The town has a strong cultural and community offer. Orangebox, an impressive youth leisure and community scheme offers an indoor skate park, performance space, a climbing wall and recording studios. It will be physically linked to the Piece Hall and deliver the training aspects of the Piece Hall project. The place has a real vibrancy about it and young people clearly see it as their space. Long-term funding is an issue and hopefully the project can be sustained. There is good theatre provision and the town is ambitious about making more of that and has Arts Council funding as part of the Cultural Destinations Project. Although Halifax is not an obvious tourist destination its location, its proximity to other places of interest in Yorkshire, and attractions like the Piece Hall, Dean Clough, the Victorian Borough Market and the children’s experience Eureka! make it a good short break destination. There are two large parks on the edge of the town, the public spaces are overall good quality and the new Piece Hall Trust sees the opportunity for cultural and social events in its refurbished public space.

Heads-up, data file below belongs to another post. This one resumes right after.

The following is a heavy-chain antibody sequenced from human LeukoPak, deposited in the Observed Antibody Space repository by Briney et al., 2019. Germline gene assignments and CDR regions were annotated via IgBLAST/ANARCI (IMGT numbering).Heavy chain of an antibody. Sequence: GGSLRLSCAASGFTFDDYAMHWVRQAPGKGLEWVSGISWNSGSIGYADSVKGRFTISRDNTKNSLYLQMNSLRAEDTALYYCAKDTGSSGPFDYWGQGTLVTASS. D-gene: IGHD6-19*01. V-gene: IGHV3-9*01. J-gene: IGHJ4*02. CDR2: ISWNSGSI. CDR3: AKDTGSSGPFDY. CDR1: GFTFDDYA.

Located just outside the town centre, Dean Clough has been developed over a 30-year period and started with a strong cultural focus: artists are offered free exhibition space in the publicly accessible communal spaces, there is a gallery, and it is home to significant theatre companies such as Northern Broadsides and IOU. It is substantial and includes a theatre and a range of high-quality commercial offices, incubator units, a hotel, restaurants and some clothing retail. The council recognises that pedestrian links to Dean Clough from the town centre need improving.